Beans are full of plant-based proteins, complex carbohydrates, and fiber. Packed with soluble and insoluble fibers, beans keep your digestion moving smoothly while filling you up without weighing you down.
Fiber keeps your gut bacteria happy, too, promoting intestinal wellness and keeping bloating away. Try different beans: adzuki, cannellini, chickpeas, lentils, navy, pinto, soybeans, white kidney, and yellow split peas. And remember to soak dried beans before cooking them to make sure they cook evenly.
Blueberries are bursting with disease-fighting antioxidants and phytochemicals. Phytochemicals are chemical substances produced by plants that act as natural pesticides, deterring insects from feeding on their leaves. When eaten, these chemicals enter the human system through the stomach walls and then travel throughout the body via the lymphatic system.
This means that consuming large amounts of fresh blueberries is an easy way to get high doses of anti-oxidants into our bodies. Antioxidant intake is effective at reducing risk factors for many diseases, especially cancer. In fact, according to researchers, “blueberries may be able to prevent certain types of cancers due to their ability to block tumor growth.” The USDA recommends men eat about 2 cups of fresh blueberries every week. Women should aim for 1 cup.
Broccoli is not only tasty, but it’s also extremely versatile! It works well sautéed, steamed, stir-fried, roasted, broiled, grilled, baked…the list goes on. Broccoli is chockfull of Vitamin C, which boosts immunity and protects against infections. It also contains sulforaphane, a compound that gives broccoli its cancer-fighting properties.
Sulforaphane activates detoxifying enzymes called glutathione S transferases, which help neutralize carcinogens within cells. Studies show that people who regularly consume cruciferous vegetables – those containing sulforaphane – tend to develop fewer tumors than others. Researchers believe this is why Asians typically live longer than Americans despite having diets higher in meat and saturated fat.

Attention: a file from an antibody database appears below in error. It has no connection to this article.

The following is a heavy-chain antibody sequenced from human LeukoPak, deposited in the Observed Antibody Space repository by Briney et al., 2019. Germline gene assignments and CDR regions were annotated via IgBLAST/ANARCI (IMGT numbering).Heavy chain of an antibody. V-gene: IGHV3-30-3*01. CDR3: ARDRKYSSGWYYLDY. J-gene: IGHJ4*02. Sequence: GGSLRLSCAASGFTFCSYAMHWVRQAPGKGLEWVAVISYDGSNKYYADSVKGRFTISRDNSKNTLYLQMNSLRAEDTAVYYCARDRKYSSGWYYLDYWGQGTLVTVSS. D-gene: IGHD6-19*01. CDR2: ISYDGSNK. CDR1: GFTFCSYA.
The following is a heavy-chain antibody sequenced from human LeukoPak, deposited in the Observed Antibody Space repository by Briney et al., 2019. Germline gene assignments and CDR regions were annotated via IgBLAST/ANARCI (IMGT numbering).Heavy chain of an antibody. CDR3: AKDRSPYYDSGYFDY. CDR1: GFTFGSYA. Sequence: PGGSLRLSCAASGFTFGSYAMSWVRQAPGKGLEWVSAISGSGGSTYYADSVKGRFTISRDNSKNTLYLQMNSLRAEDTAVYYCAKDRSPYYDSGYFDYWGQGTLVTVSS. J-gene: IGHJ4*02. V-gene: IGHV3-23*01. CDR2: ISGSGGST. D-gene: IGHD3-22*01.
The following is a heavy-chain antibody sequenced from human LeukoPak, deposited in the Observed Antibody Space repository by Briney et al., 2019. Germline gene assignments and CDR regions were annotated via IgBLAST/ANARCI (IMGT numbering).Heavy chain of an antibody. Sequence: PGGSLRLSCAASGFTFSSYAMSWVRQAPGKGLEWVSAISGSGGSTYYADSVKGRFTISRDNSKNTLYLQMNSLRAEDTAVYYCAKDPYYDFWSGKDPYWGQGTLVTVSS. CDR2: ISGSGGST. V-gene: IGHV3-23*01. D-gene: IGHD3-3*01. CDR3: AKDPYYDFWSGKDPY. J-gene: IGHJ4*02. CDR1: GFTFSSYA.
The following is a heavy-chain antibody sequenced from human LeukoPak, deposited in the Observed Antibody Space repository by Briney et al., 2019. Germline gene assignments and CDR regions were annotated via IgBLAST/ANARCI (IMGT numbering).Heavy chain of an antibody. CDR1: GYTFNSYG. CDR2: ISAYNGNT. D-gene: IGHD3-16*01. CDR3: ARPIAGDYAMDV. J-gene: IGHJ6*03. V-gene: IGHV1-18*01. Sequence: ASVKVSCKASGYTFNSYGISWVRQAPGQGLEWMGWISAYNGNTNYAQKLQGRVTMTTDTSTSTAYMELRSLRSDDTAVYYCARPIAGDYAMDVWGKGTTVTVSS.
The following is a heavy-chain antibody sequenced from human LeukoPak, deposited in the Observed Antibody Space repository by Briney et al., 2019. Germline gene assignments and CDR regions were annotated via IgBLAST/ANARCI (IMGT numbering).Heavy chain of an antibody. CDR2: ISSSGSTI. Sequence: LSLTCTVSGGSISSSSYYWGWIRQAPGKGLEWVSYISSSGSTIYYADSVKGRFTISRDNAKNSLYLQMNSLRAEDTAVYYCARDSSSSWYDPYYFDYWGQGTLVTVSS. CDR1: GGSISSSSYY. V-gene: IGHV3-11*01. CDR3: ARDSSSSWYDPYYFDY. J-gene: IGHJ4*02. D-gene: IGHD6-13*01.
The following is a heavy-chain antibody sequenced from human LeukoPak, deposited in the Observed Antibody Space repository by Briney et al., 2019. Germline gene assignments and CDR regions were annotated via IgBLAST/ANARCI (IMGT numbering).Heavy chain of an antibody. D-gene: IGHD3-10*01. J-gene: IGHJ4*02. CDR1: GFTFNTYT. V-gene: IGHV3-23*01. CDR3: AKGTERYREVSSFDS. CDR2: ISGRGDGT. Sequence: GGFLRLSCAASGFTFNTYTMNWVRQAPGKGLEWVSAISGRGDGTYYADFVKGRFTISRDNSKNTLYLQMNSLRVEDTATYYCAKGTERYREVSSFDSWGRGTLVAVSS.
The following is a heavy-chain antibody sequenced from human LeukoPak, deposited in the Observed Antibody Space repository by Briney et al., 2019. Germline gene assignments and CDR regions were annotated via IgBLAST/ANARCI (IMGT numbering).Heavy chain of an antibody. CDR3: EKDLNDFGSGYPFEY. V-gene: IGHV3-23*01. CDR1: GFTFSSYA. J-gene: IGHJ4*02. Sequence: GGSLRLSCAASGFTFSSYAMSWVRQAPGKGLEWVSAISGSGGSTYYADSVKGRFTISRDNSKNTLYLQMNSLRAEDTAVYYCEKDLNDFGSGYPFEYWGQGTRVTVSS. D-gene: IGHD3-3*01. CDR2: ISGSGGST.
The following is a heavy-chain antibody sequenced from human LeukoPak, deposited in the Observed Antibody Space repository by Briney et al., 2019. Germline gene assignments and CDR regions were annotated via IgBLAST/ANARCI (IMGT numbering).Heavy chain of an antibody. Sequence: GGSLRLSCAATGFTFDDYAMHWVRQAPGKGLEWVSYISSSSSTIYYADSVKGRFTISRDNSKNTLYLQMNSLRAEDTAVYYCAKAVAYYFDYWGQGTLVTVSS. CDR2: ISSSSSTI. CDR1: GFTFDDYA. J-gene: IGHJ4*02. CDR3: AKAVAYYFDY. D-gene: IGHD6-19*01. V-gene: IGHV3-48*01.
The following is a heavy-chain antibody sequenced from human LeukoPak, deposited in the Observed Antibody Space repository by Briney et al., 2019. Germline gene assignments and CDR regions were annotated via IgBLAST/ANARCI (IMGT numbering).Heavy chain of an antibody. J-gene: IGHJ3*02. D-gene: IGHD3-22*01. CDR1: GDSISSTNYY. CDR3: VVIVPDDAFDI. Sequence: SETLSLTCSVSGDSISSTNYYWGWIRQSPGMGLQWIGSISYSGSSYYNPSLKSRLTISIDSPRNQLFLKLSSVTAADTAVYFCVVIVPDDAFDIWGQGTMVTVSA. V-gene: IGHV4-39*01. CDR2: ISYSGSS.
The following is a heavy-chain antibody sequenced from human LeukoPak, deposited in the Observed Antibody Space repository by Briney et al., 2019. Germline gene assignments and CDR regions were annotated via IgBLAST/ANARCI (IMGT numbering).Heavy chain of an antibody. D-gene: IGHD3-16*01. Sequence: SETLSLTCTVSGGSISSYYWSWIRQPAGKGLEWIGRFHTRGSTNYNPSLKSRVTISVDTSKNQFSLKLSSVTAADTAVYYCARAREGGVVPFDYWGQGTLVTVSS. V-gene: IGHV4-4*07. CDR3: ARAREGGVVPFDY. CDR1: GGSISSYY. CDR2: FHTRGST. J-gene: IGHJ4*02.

Eaten raw, broccoli is even better for you since it retains more of its anti-cancer benefits. A recent study found that eating just one serving of cooked broccoli daily reduces breast cancer risk by 30 percent. That’s enough reason to add some broccoli to your diet today.
Brown rice is packed with magnesium, manganese, vitamin B1, iron, zinc, and phosphorus. These minerals play important roles in maintaining healthy bones, teeth, and blood vessels. They’re essential for energy production and metabolism, helping us absorb calcium and other vital nutrients.
Brown rice is a whole grain because it still maintains most of its bran layer after processing. Whole grains have all three parts of the wheat kernel intact, including the germ, endosperm, and bran layers. Eating brown rice helps lower cholesterol levels and reduce risks of diabetes, cardiovascular problems, and stroke.
One medium-sized bowl of uncooked brown rice provides approximately 50% of the recommended daily allowance of potassium, 20% of protein, 15% of dietary fiber, 10% of niacin, 8% of thiamine, 7% of riboflavin, 6% of pantothenic acid, 5% of copper, 4% of selenium, 3% of phosphorous, 2% of iodine, 2% of zinc, 2% of magnesium, and 0.3% of sodium.